A long time drug industry insider in the United States says leading specialists can earn up to $5000 a day, for “educating” their peers on behalf of Big Pharma.
The practise, where drug companies pay so-called “Key Opinion Leaders” to speak at industry sponsored educational events is widespread around the world.
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In Australia, the industry recently revealed that drug companies funded more than 14,000 “educational” events for doctors in just six months, at a cost of more than $1 million a week, many of them taking place in restaurants, hotels and resorts.
Many of these events feature an esteemed expert, usually a specialist, referred to with the rather Orwellian term of “Key Opinion Leader”. Often on the drug company payroll as consultants, these leading specialists firmly maintain they can take the cash and remain independent. But according to Kimberly Elliott, the long time industry insider, these doctors are considered to be part of the drug companies marketing strategy.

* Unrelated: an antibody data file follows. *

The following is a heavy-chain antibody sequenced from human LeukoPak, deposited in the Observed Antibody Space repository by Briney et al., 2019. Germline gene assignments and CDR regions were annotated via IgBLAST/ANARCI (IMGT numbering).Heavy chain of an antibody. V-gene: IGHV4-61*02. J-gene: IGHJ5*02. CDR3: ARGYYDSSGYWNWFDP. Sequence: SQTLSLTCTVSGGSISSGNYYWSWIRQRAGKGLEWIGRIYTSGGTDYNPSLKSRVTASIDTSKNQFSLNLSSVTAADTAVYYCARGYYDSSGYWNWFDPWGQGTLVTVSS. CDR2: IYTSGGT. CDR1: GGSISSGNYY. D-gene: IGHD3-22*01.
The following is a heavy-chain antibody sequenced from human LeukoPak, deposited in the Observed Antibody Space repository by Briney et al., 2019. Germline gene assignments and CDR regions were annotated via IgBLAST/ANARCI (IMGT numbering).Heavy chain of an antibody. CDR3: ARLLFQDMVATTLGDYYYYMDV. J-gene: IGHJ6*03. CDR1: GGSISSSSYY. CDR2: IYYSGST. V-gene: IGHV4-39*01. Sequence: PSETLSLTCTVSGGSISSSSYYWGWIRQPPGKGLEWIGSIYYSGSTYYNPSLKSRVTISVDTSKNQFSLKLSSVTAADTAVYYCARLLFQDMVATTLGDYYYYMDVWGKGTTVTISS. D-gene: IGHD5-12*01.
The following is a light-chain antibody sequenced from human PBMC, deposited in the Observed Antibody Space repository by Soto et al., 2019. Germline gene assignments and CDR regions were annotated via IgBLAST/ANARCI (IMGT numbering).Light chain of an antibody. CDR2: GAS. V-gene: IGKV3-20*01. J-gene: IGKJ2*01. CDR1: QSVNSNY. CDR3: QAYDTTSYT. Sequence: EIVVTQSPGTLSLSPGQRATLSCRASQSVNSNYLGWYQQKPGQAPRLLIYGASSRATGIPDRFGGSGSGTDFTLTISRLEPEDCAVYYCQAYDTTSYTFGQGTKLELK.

Elliott joined the pharmaceutical industry as a young saleswoman fresh out of college at the age of 23, and she left last year, after almost 18 years. During that time she worked for several major companies, including Novartis and Smith Klein Beecham, and won many national awards for her sales.
Now she says a key sales strategies was paying “Key Opinion Leaders” to deliver educational presentations, which could earn them more than $2000 per speech.
“Key opinion leaders were sales people for us, and we would routinely measure the return on our investment, by tracking prescriptions before and after their presentations,” Kimberly Elliott told me. “If that speaker didn’t make the impact the company was looking for, then you wouldn’t invite them back.”
In a television interview running today on the website of the British Medical Journal, the former drug rep says if a doctor delivered a speech at breakfast, lunch and dinner, they could easily $5000 or more per day.
Accompanying the interview with the former industry insider, the editor of the BMJ has written a strongly worded editorial called “Key Opinion Leaders your time is up”.
Whether all this has any impact on the wild market place that is modern medicine, is anyone’s guess.